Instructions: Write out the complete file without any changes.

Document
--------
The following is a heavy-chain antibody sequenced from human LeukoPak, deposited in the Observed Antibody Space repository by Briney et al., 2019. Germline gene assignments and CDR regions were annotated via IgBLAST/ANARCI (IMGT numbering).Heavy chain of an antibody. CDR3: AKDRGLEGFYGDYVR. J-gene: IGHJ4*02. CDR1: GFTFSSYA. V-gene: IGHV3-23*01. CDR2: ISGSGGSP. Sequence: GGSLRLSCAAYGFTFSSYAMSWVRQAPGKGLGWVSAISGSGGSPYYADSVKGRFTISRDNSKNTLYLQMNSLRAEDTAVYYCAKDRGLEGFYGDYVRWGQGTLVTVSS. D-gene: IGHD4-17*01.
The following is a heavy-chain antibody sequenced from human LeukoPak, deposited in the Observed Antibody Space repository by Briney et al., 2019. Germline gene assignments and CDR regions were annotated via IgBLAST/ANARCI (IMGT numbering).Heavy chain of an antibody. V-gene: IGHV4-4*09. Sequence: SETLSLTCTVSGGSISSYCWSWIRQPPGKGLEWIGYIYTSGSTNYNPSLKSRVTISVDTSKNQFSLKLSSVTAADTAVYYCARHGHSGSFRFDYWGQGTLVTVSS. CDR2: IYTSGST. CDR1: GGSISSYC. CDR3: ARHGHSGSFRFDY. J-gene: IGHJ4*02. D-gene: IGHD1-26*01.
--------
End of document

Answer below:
The following is a heavy-chain antibody sequenced from human LeukoPak, deposited in the Observed Antibody Space repository by Briney et al., 2019. Germline gene assignments and CDR regions were annotated via IgBLAST/ANARCI (IMGT numbering).Heavy chain of an antibody. CDR3: AKDRGLEGFYGDYVR. J-gene: IGHJ4*02. CDR1: GFTFSSYA. V-gene: IGHV3-23*01. CDR2: ISGSGGSP. Sequence: GGSLRLSCAAYGFTFSSYAMSWVRQAPGKGLGWVSAISGSGGSPYYADSVKGRFTISRDNSKNTLYLQMNSLRAEDTAVYYCAKDRGLEGFYGDYVRWGQGTLVTVSS. D-gene: IGHD4-17*01.
The following is a heavy-chain antibody sequenced from human LeukoPak, deposited in the Observed Antibody Space repository by Briney et al., 2019. Germline gene assignments and CDR regions were annotated via IgBLAST/ANARCI (IMGT numbering).Heavy chain of an antibody. V-gene: IGHV4-4*09. Sequence: SETLSLTCTVSGGSISSYCWSWIRQPPGKGLEWIGYIYTSGSTNYNPSLKSRVTISVDTSKNQFSLKLSSVTAADTAVYYCARHGHSGSFRFDYWGQGTLVTVSS. CDR2: IYTSGST. CDR1: GGSISSYC. CDR3: ARHGHSGSFRFDY. J-gene: IGHJ4*02. D-gene: IGHD1-26*01.